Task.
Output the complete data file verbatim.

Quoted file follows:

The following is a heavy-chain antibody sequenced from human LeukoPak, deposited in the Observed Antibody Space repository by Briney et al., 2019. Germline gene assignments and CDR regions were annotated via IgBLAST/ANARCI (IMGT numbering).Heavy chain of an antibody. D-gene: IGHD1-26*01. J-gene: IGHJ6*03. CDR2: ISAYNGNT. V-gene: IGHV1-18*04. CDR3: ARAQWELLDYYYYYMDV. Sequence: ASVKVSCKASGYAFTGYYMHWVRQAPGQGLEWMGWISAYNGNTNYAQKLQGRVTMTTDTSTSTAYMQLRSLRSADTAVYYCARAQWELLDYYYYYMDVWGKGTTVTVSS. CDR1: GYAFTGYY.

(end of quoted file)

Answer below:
The following is a heavy-chain antibody sequenced from human LeukoPak, deposited in the Observed Antibody Space repository by Briney et al., 2019. Germline gene assignments and CDR regions were annotated via IgBLAST/ANARCI (IMGT numbering).Heavy chain of an antibody. D-gene: IGHD1-26*01. J-gene: IGHJ6*03. CDR2: ISAYNGNT. V-gene: IGHV1-18*04. CDR3: ARAQWELLDYYYYYMDV. Sequence: ASVKVSCKASGYAFTGYYMHWVRQAPGQGLEWMGWISAYNGNTNYAQKLQGRVTMTTDTSTSTAYMQLRSLRSADTAVYYCARAQWELLDYYYYYMDVWGKGTTVTVSS. CDR1: GYAFTGYY.